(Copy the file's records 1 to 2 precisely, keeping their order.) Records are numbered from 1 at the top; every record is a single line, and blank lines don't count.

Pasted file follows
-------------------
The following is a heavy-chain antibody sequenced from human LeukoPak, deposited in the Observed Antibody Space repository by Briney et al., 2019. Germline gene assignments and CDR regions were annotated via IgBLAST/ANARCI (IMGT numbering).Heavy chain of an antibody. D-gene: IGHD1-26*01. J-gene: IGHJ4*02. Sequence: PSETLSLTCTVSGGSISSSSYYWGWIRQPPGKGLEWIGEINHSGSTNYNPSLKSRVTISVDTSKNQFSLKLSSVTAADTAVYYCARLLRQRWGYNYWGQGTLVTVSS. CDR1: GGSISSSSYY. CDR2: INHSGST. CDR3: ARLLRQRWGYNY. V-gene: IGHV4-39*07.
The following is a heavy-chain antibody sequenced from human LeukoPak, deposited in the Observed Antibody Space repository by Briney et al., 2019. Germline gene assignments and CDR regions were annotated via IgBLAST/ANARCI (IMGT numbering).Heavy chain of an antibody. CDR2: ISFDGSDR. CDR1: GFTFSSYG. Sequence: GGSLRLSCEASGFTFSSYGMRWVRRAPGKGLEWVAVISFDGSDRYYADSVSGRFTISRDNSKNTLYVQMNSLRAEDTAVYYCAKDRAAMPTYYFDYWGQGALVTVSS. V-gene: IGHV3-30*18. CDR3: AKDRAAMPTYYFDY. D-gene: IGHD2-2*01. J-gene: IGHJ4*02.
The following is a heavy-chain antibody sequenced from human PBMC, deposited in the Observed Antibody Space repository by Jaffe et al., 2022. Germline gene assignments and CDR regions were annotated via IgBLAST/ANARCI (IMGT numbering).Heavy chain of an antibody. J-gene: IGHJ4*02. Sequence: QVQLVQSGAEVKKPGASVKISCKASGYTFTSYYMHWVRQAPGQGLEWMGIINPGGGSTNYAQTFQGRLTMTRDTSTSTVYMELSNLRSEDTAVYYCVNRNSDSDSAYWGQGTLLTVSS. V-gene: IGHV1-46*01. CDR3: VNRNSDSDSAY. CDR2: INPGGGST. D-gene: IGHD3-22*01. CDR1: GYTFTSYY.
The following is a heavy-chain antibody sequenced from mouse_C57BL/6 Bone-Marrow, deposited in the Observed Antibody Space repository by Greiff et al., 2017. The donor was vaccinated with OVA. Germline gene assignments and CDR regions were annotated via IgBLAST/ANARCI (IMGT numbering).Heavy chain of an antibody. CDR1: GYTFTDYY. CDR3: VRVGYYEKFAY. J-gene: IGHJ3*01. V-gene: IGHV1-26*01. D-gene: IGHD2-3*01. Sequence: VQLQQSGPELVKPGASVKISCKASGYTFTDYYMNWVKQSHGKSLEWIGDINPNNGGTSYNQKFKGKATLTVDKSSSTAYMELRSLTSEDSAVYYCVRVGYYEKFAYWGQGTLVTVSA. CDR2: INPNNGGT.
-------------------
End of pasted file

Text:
The following is a heavy-chain antibody sequenced from human LeukoPak, deposited in the Observed Antibody Space repository by Briney et al., 2019. Germline gene assignments and CDR regions were annotated via IgBLAST/ANARCI (IMGT numbering).Heavy chain of an antibody. D-gene: IGHD1-26*01. J-gene: IGHJ4*02. Sequence: PSETLSLTCTVSGGSISSSSYYWGWIRQPPGKGLEWIGEINHSGSTNYNPSLKSRVTISVDTSKNQFSLKLSSVTAADTAVYYCARLLRQRWGYNYWGQGTLVTVSS. CDR1: GGSISSSSYY. CDR2: INHSGST. CDR3: ARLLRQRWGYNY. V-gene: IGHV4-39*07.
The following is a heavy-chain antibody sequenced from human LeukoPak, deposited in the Observed Antibody Space repository by Briney et al., 2019. Germline gene assignments and CDR regions were annotated via IgBLAST/ANARCI (IMGT numbering).Heavy chain of an antibody. CDR2: ISFDGSDR. CDR1: GFTFSSYG. Sequence: GGSLRLSCEASGFTFSSYGMRWVRRAPGKGLEWVAVISFDGSDRYYADSVSGRFTISRDNSKNTLYVQMNSLRAEDTAVYYCAKDRAAMPTYYFDYWGQGALVTVSS. V-gene: IGHV3-30*18. CDR3: AKDRAAMPTYYFDY. D-gene: IGHD2-2*01. J-gene: IGHJ4*02.